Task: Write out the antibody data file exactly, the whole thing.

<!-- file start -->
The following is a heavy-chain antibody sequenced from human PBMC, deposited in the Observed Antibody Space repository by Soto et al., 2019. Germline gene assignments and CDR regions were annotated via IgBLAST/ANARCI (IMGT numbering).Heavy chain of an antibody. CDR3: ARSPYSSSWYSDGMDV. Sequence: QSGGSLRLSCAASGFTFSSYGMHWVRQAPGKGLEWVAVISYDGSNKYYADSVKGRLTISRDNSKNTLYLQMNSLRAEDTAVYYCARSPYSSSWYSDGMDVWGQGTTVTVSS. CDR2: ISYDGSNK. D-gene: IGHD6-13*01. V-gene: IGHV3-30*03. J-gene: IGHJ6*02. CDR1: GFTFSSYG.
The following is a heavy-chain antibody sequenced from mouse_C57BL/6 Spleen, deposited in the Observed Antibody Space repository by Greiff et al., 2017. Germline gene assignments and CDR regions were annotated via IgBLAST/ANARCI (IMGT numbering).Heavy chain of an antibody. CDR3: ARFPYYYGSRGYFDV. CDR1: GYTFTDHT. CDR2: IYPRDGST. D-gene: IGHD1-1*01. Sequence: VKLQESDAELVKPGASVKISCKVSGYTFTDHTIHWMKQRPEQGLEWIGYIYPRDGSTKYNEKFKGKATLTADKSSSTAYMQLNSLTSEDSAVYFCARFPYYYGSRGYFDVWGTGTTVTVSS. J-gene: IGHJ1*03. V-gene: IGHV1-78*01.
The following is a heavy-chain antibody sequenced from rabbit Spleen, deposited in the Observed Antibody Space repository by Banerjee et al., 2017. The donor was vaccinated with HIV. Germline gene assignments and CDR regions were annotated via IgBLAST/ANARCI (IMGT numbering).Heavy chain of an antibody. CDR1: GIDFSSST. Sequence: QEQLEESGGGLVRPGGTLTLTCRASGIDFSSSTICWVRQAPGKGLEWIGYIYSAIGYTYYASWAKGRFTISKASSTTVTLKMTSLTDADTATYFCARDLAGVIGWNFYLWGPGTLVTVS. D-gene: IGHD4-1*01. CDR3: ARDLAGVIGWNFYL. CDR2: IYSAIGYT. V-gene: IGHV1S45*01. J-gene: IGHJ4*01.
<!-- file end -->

The following is a heavy-chain antibody sequenced from human PBMC, deposited in the Observed Antibody Space repository by Soto et al., 2019. Germline gene assignments and CDR regions were annotated via IgBLAST/ANARCI (IMGT numbering).Heavy chain of an antibody. CDR3: ARSPYSSSWYSDGMDV. Sequence: QSGGSLRLSCAASGFTFSSYGMHWVRQAPGKGLEWVAVISYDGSNKYYADSVKGRLTISRDNSKNTLYLQMNSLRAEDTAVYYCARSPYSSSWYSDGMDVWGQGTTVTVSS. CDR2: ISYDGSNK. D-gene: IGHD6-13*01. V-gene: IGHV3-30*03. J-gene: IGHJ6*02. CDR1: GFTFSSYG.
The following is a heavy-chain antibody sequenced from mouse_C57BL/6 Spleen, deposited in the Observed Antibody Space repository by Greiff et al., 2017. Germline gene assignments and CDR regions were annotated via IgBLAST/ANARCI (IMGT numbering).Heavy chain of an antibody. CDR3: ARFPYYYGSRGYFDV. CDR1: GYTFTDHT. CDR2: IYPRDGST. D-gene: IGHD1-1*01. Sequence: VKLQESDAELVKPGASVKISCKVSGYTFTDHTIHWMKQRPEQGLEWIGYIYPRDGSTKYNEKFKGKATLTADKSSSTAYMQLNSLTSEDSAVYFCARFPYYYGSRGYFDVWGTGTTVTVSS. J-gene: IGHJ1*03. V-gene: IGHV1-78*01.
The following is a heavy-chain antibody sequenced from rabbit Spleen, deposited in the Observed Antibody Space repository by Banerjee et al., 2017. The donor was vaccinated with HIV. Germline gene assignments and CDR regions were annotated via IgBLAST/ANARCI (IMGT numbering).Heavy chain of an antibody. CDR1: GIDFSSST. Sequence: QEQLEESGGGLVRPGGTLTLTCRASGIDFSSSTICWVRQAPGKGLEWIGYIYSAIGYTYYASWAKGRFTISKASSTTVTLKMTSLTDADTATYFCARDLAGVIGWNFYLWGPGTLVTVS. D-gene: IGHD4-1*01. CDR3: ARDLAGVIGWNFYL. CDR2: IYSAIGYT. V-gene: IGHV1S45*01. J-gene: IGHJ4*01.